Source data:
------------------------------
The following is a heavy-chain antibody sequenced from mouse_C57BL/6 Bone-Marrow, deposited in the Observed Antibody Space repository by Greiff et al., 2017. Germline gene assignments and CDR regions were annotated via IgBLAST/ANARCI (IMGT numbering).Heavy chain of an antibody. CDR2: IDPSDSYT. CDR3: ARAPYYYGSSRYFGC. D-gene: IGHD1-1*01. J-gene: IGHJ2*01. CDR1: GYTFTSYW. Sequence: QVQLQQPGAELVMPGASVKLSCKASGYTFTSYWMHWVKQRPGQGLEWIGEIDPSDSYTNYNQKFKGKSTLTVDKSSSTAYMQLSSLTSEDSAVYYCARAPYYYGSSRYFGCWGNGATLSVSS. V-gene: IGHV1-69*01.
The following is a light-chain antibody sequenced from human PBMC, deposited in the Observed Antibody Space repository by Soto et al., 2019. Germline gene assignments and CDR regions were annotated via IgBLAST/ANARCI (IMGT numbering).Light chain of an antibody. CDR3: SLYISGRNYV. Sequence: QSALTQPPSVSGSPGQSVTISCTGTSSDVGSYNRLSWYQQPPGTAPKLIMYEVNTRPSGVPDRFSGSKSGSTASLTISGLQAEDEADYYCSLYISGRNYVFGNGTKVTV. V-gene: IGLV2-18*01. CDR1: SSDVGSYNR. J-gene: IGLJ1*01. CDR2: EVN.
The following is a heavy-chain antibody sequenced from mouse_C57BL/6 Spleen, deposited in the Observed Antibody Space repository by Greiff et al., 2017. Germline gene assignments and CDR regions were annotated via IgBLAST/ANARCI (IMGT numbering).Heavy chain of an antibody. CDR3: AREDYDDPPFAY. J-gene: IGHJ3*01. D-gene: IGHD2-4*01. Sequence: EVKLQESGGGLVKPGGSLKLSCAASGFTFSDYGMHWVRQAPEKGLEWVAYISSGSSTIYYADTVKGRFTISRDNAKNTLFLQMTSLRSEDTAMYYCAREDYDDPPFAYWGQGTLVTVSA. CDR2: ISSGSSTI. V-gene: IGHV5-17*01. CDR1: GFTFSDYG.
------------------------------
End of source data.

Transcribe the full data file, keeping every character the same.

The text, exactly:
The following is a heavy-chain antibody sequenced from mouse_C57BL/6 Bone-Marrow, deposited in the Observed Antibody Space repository by Greiff et al., 2017. Germline gene assignments and CDR regions were annotated via IgBLAST/ANARCI (IMGT numbering).Heavy chain of an antibody. CDR2: IDPSDSYT. CDR3: ARAPYYYGSSRYFGC. D-gene: IGHD1-1*01. J-gene: IGHJ2*01. CDR1: GYTFTSYW. Sequence: QVQLQQPGAELVMPGASVKLSCKASGYTFTSYWMHWVKQRPGQGLEWIGEIDPSDSYTNYNQKFKGKSTLTVDKSSSTAYMQLSSLTSEDSAVYYCARAPYYYGSSRYFGCWGNGATLSVSS. V-gene: IGHV1-69*01.
The following is a light-chain antibody sequenced from human PBMC, deposited in the Observed Antibody Space repository by Soto et al., 2019. Germline gene assignments and CDR regions were annotated via IgBLAST/ANARCI (IMGT numbering).Light chain of an antibody. CDR3: SLYISGRNYV. Sequence: QSALTQPPSVSGSPGQSVTISCTGTSSDVGSYNRLSWYQQPPGTAPKLIMYEVNTRPSGVPDRFSGSKSGSTASLTISGLQAEDEADYYCSLYISGRNYVFGNGTKVTV. V-gene: IGLV2-18*01. CDR1: SSDVGSYNR. J-gene: IGLJ1*01. CDR2: EVN.
The following is a heavy-chain antibody sequenced from mouse_C57BL/6 Spleen, deposited in the Observed Antibody Space repository by Greiff et al., 2017. Germline gene assignments and CDR regions were annotated via IgBLAST/ANARCI (IMGT numbering).Heavy chain of an antibody. CDR3: AREDYDDPPFAY. J-gene: IGHJ3*01. D-gene: IGHD2-4*01. Sequence: EVKLQESGGGLVKPGGSLKLSCAASGFTFSDYGMHWVRQAPEKGLEWVAYISSGSSTIYYADTVKGRFTISRDNAKNTLFLQMTSLRSEDTAMYYCAREDYDDPPFAYWGQGTLVTVSA. CDR2: ISSGSSTI. V-gene: IGHV5-17*01. CDR1: GFTFSDYG.